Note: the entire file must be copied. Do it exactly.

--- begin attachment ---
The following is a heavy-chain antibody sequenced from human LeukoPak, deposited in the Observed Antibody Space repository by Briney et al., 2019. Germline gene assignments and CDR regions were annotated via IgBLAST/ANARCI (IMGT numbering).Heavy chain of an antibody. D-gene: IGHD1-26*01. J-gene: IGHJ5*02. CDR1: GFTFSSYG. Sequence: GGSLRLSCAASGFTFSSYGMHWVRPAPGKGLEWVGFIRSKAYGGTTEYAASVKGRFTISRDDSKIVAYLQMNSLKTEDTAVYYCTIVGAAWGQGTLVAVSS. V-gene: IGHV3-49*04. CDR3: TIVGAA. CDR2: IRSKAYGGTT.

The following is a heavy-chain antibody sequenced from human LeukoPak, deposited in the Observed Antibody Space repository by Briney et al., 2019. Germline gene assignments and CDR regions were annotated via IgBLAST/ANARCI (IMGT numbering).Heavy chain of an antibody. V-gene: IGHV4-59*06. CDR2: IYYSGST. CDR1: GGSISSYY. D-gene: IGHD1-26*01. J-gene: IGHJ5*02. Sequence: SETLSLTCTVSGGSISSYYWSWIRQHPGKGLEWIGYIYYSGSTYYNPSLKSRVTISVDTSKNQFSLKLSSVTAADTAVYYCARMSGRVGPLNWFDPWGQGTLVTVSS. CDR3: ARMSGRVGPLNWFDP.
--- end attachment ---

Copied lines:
The following is a heavy-chain antibody sequenced from human LeukoPak, deposited in the Observed Antibody Space repository by Briney et al., 2019. Germline gene assignments and CDR regions were annotated via IgBLAST/ANARCI (IMGT numbering).Heavy chain of an antibody. D-gene: IGHD1-26*01. J-gene: IGHJ5*02. CDR1: GFTFSSYG. Sequence: GGSLRLSCAASGFTFSSYGMHWVRPAPGKGLEWVGFIRSKAYGGTTEYAASVKGRFTISRDDSKIVAYLQMNSLKTEDTAVYYCTIVGAAWGQGTLVAVSS. V-gene: IGHV3-49*04. CDR3: TIVGAA. CDR2: IRSKAYGGTT.

The following is a heavy-chain antibody sequenced from human LeukoPak, deposited in the Observed Antibody Space repository by Briney et al., 2019. Germline gene assignments and CDR regions were annotated via IgBLAST/ANARCI (IMGT numbering).Heavy chain of an antibody. V-gene: IGHV4-59*06. CDR2: IYYSGST. CDR1: GGSISSYY. D-gene: IGHD1-26*01. J-gene: IGHJ5*02. Sequence: SETLSLTCTVSGGSISSYYWSWIRQHPGKGLEWIGYIYYSGSTYYNPSLKSRVTISVDTSKNQFSLKLSSVTAADTAVYYCARMSGRVGPLNWFDPWGQGTLVTVSS. CDR3: ARMSGRVGPLNWFDP.